AAA: Encourage people to take responsibility. If a mosque is burned, are Jews ready to say this is not Judaism? If a Palestinian stabs a woman, are Palestinians ready stand up and say this act doesn’t represent them? People need to be strong enough to make statements, because we don’t see it from politicians.
In addition to encouraging the grassroots, we also aim to put pressure on the political leadership to stop using excuses like ‘security’ or ‘freedom’. But this won’t happen unless the two sides stand together and speak in one voice.
But our role is not to dialogue forever. Dialogue is only a carrier from truth to a bigger truth. The bigger truth is what we need to do for peace: not only building a non-violent identity, but creating a mass movement on the ground – where hundreds of thousands of people will come onto the street to force the political leadership to sit and find a solution that we will all benefit from.
CBD: In Roots you partner with Jewish settlers. What is that like?
AAA: I came here two and half years ago to create a Palestinian non-violent centre in an area surrounded by settlements. Many people thought I had lost my mind. But I’m tired of the Israeli lefties in the peace movement. The Israeli peace movement is stuck. The Israelis would tell me that as good Jews they don’t drive to the occupied territories, or speak to settlers. But what good does that do me? I suffer here and I want to partner with Israelis here, not at the beach in Tel Aviv or at five star peace conferences. There, they won’t speak about the Dheisheh refugee camp in Bethlehem where people don’t have water. When Israelis don’t speak to settlers they are evading their responsibility. When I came here and began speaking to settlers I found out that my job as a Palestinian is to bring lefties from Tel Aviv to meet settlers in Efrat.
I’m not seeking to give legitimacy to settlements but to the human beings who have roots in this land. This is the painful part of this solution where both sides need to recognise the legitimate narratives that both nations have about this land. One can’t separate five million refugees from their roots and expect a solution. Nor can one divide 700,000 settlers from their roots and expect a solution. On the other hand, we can’t live together.
CBD: So what sort of political model do you imagine?
In my opinion we should have two states but a complete division is just not possible. This is not just a geographic conflict about land but one that also includes ideology, nationality and demographic reality. The model of having two states on one land, with people benefitting from a shared life together is better than two rigidly divided states.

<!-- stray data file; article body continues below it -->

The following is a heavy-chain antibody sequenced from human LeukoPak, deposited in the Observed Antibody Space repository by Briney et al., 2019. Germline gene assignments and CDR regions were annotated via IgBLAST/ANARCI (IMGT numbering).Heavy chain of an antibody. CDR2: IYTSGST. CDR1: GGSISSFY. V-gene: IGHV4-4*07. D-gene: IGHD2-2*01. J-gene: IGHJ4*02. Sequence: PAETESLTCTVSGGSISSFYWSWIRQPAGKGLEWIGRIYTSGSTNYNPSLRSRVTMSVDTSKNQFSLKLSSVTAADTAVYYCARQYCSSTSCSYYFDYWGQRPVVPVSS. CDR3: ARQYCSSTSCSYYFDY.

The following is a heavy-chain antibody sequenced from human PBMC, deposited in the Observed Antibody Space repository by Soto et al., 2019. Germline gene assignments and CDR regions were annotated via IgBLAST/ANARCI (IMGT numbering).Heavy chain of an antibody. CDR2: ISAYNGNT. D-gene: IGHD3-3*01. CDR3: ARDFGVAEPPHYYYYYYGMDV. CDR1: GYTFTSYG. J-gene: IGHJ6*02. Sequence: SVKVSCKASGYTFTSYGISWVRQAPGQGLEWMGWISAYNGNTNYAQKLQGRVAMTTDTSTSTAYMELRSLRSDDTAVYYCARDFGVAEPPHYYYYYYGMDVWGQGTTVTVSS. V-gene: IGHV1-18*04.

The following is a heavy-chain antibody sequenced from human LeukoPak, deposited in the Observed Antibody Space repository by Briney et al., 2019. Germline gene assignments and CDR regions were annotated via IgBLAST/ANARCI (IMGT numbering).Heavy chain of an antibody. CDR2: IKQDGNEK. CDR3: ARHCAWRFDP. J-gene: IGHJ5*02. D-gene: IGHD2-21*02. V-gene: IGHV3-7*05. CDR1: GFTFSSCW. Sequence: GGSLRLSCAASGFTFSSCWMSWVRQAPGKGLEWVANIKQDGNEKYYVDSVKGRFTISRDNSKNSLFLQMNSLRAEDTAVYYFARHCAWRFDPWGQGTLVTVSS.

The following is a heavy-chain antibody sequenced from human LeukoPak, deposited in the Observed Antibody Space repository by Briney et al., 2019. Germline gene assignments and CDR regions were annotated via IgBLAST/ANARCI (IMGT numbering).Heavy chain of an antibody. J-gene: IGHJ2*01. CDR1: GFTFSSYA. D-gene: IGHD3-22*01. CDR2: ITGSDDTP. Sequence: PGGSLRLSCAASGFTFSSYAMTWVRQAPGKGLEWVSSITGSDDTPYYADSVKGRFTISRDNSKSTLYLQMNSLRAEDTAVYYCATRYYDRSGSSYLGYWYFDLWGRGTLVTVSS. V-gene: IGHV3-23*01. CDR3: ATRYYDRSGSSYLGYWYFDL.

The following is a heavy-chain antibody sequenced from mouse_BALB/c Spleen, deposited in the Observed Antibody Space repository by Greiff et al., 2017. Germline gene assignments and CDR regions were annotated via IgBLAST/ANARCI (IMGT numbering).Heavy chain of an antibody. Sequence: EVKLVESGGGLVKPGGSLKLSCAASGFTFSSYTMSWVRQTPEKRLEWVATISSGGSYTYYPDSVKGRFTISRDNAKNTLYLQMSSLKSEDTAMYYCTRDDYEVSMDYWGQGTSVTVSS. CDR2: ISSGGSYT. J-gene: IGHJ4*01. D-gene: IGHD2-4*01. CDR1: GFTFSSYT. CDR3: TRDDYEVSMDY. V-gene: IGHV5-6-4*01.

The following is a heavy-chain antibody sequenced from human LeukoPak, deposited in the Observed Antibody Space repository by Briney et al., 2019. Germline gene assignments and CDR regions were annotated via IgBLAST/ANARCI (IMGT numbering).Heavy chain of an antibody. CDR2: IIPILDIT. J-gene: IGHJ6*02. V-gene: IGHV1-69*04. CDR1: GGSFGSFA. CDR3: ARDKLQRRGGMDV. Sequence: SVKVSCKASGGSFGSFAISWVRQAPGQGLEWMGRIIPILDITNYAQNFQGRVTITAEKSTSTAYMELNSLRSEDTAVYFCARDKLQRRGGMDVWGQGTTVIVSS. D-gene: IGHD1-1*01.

Independence for Palestinians by ending the Israeli occupation is the first step for peace. Security and recognition for Israel will be the first step for Jews to be engaged. How do we achieve that? By meeting each other and educating towards non-violence. By hearing one another and by overcoming fear. Peace can’t be a threat to refugees or to settlers. In Roots we do engage, we go to settlements and speak with people who have never spoken to a Palestinian before as a partner. Roots isn’t about designing borders.
Ultimately any peace initiative that doesn’t guarantee recognition for the two nations and their legitimate and full rights to the whole land will fail. And we can’t rely on our politicians – they are managers of fear, anger and conflict, but they are not leaders for change and they are not engaged in solutions.
CDB: How do you see the role of third parties in the conflict?
AAA: I once spoke at the [British] House of Lords – the upper chamber in the UK Parliament – and saw that there were two groups divided between pro-Israel and pro-Palestine. They didn’t even sit with one another. So I asked them, ‘Can’t you be pro-solution? Are you expecting that either Israelis or Palestinians are going to disappear?’
This doesn’t mean we want the international community to step back and let us figure everything out on our own. We need engagement by third parties that considers the two truths of the two nations. But the minute there is a grassroots movement that guarantees that both peoples’ truths can fit together with dignity, it will be much easier for third parties to help us.
CBD: What homework do you believe the sides need to do?
AAA: Each side has to work on their sense of identity. For example, the three main values of a settler’s identity are Judaism, settling in the West Bank and Zionism. But these values have been implemented in the heart of the Palestinian community. So the big question is how does one practice these values and identity without victimising the Palestinians? How do we create a situation in which the settler can add the other truth to his truth without having to give up his identity?
We Palestinians also need to struggle with the question of how we see ourselves and our future with these people – because we consider them occupiers. When you consider someone an occupier you will spend your whole life trying to throw them out. But by doing this we are just harming our own identity – because it’s not going to happen. So one piece of homework for us is to build a new identity that includes adding the Other to our existence.
Roots organises community meetings at which we talk about non-violence. This has nothing to with Israelis. Palestinians need to build their own identity in order to work out how we can end the occupation without harming ourselves. I want to secure an identity for Palestinians that allows them to identify with non-violence without being afraid of the ‘anti-normalisation’ charge. This movement isn’t about the other but about themselves.
Politicians always say that ‘the ball is in Israel’s court’. But this is not the way to lead my nation. The minute that hundreds of thousands of Palestinians will stand on the street non-violently, the majority of Israelis will rise up non-violently in support of them. The majority of Israelis want peace, but they are weak because there is no Palestinian non-violent movement. Such a mass movement will make Israel embarrassed by the occupation. That’s why I believe it’s not a question of whether violence is legitimate or not. It’s about this: do we want to be right or do we want to succeed? Being right is fine. Both sides are right. But we’re both unsuccessful, especially the Palestinians.